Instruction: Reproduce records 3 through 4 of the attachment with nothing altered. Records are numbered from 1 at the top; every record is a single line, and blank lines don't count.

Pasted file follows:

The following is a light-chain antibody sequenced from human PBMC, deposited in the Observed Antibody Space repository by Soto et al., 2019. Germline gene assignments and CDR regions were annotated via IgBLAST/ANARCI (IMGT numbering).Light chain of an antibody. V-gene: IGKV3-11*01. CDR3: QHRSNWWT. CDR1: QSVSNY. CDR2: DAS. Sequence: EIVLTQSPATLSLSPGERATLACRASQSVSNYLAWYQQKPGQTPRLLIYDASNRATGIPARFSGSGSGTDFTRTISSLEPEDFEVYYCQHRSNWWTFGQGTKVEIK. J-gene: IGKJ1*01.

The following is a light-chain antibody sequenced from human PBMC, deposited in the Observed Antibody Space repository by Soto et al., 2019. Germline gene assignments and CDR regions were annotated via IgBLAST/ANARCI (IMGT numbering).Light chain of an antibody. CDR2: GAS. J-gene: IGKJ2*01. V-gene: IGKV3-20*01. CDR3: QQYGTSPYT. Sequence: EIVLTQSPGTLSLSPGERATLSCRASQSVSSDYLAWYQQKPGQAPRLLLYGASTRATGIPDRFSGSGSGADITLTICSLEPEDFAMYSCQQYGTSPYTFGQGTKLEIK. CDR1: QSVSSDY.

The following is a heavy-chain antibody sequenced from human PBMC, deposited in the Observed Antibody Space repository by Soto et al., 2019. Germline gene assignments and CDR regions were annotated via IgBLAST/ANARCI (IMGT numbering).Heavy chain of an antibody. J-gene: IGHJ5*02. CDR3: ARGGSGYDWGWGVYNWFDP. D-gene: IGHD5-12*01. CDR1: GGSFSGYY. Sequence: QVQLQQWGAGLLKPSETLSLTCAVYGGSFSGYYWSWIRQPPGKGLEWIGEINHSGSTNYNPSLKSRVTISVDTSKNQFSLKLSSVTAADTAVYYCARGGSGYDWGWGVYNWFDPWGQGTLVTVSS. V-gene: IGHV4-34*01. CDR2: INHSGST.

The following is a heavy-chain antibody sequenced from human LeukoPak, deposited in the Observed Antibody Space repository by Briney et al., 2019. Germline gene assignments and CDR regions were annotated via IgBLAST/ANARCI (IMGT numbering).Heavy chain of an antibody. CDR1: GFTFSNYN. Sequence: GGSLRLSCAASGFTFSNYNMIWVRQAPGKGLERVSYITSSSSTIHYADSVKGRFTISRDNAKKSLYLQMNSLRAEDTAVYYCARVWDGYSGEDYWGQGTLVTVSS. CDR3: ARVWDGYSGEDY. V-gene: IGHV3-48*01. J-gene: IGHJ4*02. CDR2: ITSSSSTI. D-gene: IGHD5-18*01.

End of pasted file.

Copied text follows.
The following is a heavy-chain antibody sequenced from human PBMC, deposited in the Observed Antibody Space repository by Soto et al., 2019. Germline gene assignments and CDR regions were annotated via IgBLAST/ANARCI (IMGT numbering).Heavy chain of an antibody. J-gene: IGHJ5*02. CDR3: ARGGSGYDWGWGVYNWFDP. D-gene: IGHD5-12*01. CDR1: GGSFSGYY. Sequence: QVQLQQWGAGLLKPSETLSLTCAVYGGSFSGYYWSWIRQPPGKGLEWIGEINHSGSTNYNPSLKSRVTISVDTSKNQFSLKLSSVTAADTAVYYCARGGSGYDWGWGVYNWFDPWGQGTLVTVSS. V-gene: IGHV4-34*01. CDR2: INHSGST.

The following is a heavy-chain antibody sequenced from human LeukoPak, deposited in the Observed Antibody Space repository by Briney et al., 2019. Germline gene assignments and CDR regions were annotated via IgBLAST/ANARCI (IMGT numbering).Heavy chain of an antibody. CDR1: GFTFSNYN. Sequence: GGSLRLSCAASGFTFSNYNMIWVRQAPGKGLERVSYITSSSSTIHYADSVKGRFTISRDNAKKSLYLQMNSLRAEDTAVYYCARVWDGYSGEDYWGQGTLVTVSS. CDR3: ARVWDGYSGEDY. V-gene: IGHV3-48*01. J-gene: IGHJ4*02. CDR2: ITSSSSTI. D-gene: IGHD5-18*01.